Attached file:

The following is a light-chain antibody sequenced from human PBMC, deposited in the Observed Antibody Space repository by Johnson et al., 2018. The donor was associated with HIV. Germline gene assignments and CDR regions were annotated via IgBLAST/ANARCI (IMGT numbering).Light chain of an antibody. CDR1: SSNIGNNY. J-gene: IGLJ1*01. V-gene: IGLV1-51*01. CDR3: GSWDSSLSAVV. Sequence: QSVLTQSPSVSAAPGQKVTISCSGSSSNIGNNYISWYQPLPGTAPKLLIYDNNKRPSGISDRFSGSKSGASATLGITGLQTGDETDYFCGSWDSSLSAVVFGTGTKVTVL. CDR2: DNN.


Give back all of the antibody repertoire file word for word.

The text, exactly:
The following is a light-chain antibody sequenced from human PBMC, deposited in the Observed Antibody Space repository by Johnson et al., 2018. The donor was associated with HIV. Germline gene assignments and CDR regions were annotated via IgBLAST/ANARCI (IMGT numbering).Light chain of an antibody. CDR1: SSNIGNNY. J-gene: IGLJ1*01. V-gene: IGLV1-51*01. CDR3: GSWDSSLSAVV. Sequence: QSVLTQSPSVSAAPGQKVTISCSGSSSNIGNNYISWYQPLPGTAPKLLIYDNNKRPSGISDRFSGSKSGASATLGITGLQTGDETDYFCGSWDSSLSAVVFGTGTKVTVL. CDR2: DNN.